The Right Note is a weekly opinion column. The views and opinions expressed in the column are those of the author and do not necessarily reflect the views of ARLnow.com.
Last week, it came to light a memo had been produced in May by someone at Metro outlining the system’s ridership woes and some possible solutions. According to the Washington Post, this memo never made it all the way up to the general manager or the WMATA Board.
From the memo: “The fundamental factors — fares, location, speed, frequency, and reliability — matter most and Metro’s recent actions have put downward pressure on ridership.” And it found the group driving the ridership decline the fastest are those who had used the system the most.
Worsening service at higher prices is driving riders away, especially in a world filled with ride sharing, bike shares and now scooters. Metro is losing long time riders in an increasingly competitive marketplace.
Leaders were surprised that the memo existed, but not necessarily surprised by the findings. WMATA Board Chairman Jack Evans used it as another opportunity to call for more taxpayer funding for the system in order to add back service. The biggest union used it as an opportunity to blame the general manager. All in all, it was a series of predictable responses.
Recently, Christian Dorsey was given a voting seat on the WMATA Board. Now we know it is the intention of WMATA to rotate voting and non-voting board members. At the end of the day, though, it is hard to paint a scenario where the person voting matters. Representatives from the District, Maryland and Virginia and the federal government all seem to have differing approaches and political realities to take into account.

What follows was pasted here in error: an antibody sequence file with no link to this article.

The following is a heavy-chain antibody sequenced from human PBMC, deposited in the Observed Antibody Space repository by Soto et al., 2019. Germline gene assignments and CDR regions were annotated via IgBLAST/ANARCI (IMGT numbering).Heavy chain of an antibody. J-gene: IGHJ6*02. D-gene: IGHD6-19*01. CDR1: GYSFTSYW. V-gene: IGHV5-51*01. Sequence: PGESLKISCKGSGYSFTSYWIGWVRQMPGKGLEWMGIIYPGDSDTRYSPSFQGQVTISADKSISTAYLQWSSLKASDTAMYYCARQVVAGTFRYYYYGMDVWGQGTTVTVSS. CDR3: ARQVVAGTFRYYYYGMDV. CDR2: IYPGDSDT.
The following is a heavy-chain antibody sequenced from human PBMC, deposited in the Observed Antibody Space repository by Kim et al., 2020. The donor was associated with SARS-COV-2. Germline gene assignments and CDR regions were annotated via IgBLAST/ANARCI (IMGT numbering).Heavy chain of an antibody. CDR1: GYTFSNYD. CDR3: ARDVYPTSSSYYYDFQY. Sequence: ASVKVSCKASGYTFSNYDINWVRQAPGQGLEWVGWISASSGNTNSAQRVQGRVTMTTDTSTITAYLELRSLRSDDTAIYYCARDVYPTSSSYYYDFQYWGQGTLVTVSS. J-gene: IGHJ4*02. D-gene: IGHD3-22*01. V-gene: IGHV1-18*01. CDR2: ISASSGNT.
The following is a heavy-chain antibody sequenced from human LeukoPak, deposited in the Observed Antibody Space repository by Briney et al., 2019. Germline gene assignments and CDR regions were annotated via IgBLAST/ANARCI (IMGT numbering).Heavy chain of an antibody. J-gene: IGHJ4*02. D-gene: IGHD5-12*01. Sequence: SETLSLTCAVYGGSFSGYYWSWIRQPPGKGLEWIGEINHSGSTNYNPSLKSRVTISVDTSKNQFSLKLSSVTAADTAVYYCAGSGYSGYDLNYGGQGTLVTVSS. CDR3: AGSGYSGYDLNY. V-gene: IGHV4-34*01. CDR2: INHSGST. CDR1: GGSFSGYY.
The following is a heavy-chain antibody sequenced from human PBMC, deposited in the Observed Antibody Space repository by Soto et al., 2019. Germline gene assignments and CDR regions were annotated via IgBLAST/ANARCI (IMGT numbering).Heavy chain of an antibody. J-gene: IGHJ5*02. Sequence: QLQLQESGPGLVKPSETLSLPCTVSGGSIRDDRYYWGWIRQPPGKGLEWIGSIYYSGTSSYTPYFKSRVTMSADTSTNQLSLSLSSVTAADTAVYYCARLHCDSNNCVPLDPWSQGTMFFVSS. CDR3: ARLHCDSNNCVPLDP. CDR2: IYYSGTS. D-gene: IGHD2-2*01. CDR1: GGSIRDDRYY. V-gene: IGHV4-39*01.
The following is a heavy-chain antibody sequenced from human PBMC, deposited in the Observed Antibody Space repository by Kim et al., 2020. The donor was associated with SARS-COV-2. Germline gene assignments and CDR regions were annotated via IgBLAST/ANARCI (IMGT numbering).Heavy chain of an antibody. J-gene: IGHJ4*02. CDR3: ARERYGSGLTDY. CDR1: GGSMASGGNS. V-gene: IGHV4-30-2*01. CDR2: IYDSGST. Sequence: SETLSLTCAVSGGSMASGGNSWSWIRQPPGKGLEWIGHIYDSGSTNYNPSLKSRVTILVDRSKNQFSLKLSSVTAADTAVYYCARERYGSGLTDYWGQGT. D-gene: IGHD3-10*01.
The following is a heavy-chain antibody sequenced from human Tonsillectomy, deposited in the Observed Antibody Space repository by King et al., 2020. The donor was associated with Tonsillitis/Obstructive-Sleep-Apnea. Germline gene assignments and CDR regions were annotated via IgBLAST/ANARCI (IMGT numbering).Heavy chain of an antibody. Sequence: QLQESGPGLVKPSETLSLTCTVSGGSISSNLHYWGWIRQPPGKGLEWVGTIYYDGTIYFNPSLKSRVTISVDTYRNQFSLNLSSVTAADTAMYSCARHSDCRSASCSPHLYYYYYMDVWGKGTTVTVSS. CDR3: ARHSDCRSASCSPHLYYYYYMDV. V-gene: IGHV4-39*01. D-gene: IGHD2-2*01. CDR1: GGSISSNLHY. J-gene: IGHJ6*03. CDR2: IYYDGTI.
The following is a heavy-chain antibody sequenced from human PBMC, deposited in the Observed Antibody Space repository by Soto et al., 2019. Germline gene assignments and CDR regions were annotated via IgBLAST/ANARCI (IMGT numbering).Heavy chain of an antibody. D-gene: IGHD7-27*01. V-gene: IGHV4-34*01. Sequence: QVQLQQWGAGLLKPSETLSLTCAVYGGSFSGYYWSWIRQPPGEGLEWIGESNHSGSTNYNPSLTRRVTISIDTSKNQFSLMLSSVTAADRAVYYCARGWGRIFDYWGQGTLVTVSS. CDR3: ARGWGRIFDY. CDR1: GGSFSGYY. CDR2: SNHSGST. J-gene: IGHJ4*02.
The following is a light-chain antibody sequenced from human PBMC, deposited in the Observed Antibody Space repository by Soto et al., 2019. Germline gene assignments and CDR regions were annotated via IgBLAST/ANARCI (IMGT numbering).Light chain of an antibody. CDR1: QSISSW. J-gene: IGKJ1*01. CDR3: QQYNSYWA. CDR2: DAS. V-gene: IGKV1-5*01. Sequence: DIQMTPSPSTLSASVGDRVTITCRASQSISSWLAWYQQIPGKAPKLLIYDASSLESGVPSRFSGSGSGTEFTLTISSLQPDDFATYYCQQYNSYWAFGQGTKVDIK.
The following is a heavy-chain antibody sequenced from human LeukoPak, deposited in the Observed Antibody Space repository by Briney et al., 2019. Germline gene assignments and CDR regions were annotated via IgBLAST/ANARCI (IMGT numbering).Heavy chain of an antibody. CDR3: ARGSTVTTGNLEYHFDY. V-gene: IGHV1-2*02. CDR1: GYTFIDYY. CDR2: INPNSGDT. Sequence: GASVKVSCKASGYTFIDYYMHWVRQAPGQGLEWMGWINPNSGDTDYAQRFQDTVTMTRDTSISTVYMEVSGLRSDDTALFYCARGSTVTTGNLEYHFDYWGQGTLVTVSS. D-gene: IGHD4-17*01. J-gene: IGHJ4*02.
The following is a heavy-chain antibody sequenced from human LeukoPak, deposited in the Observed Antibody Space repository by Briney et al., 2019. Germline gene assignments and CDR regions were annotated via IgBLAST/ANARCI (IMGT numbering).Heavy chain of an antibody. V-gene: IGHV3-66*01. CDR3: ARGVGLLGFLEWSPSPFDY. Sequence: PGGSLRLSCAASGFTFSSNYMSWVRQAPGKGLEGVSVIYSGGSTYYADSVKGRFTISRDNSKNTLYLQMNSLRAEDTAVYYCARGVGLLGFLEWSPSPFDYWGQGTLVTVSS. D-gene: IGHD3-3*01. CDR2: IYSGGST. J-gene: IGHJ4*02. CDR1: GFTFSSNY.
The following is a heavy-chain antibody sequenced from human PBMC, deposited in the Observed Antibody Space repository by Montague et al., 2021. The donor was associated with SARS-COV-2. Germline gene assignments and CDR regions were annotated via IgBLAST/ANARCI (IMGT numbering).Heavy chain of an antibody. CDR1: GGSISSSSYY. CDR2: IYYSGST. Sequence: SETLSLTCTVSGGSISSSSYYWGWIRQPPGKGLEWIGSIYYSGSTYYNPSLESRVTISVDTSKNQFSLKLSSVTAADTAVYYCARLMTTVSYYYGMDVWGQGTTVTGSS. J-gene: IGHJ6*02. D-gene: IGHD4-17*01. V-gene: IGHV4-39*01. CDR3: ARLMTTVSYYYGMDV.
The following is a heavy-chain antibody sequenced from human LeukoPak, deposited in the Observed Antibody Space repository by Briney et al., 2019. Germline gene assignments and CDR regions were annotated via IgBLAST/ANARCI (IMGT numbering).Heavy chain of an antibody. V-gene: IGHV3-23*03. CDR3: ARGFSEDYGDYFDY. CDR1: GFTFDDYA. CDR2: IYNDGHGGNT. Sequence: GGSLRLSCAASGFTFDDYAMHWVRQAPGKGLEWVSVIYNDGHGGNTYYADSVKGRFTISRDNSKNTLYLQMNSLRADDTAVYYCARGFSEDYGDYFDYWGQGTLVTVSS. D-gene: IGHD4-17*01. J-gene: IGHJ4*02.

The Board as a whole seems content with the overall strategy of simply asking for more money. No one appears to be committed to a major structural overhaul. So, the memo serves as a reminder that it will be tough to get Metro back on track with the same people making decisions.
A Final Note on Redistricting?
Over the past few days it came to light that Gov. Ralph Northam backed out of a political fundraiser for a fellow Democrat. Why? The delegate had the audacity to say Democrats in the General Assembly should have worked with Republicans to redraw the district lines.
With Gov. Northam’s veto threat and Democrats in the General Assembly acquiescing to it, the new House of Delegates map will be drawn by the courts. The Democrats are betting on judges to produce a better political map for them than they could get through a compromise with Republicans. So, they decided not to do the jobs they were elected to do.
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